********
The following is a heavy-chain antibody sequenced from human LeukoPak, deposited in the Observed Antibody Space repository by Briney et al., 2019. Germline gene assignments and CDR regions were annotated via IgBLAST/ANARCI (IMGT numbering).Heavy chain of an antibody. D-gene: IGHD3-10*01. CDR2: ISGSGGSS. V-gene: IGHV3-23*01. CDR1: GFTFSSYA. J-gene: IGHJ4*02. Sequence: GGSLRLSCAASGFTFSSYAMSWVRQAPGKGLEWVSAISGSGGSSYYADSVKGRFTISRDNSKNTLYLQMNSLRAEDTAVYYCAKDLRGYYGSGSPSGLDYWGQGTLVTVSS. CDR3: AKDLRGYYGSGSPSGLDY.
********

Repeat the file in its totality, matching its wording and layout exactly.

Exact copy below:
The following is a heavy-chain antibody sequenced from human LeukoPak, deposited in the Observed Antibody Space repository by Briney et al., 2019. Germline gene assignments and CDR regions were annotated via IgBLAST/ANARCI (IMGT numbering).Heavy chain of an antibody. D-gene: IGHD3-10*01. CDR2: ISGSGGSS. V-gene: IGHV3-23*01. CDR1: GFTFSSYA. J-gene: IGHJ4*02. Sequence: GGSLRLSCAASGFTFSSYAMSWVRQAPGKGLEWVSAISGSGGSSYYADSVKGRFTISRDNSKNTLYLQMNSLRAEDTAVYYCAKDLRGYYGSGSPSGLDYWGQGTLVTVSS. CDR3: AKDLRGYYGSGSPSGLDY.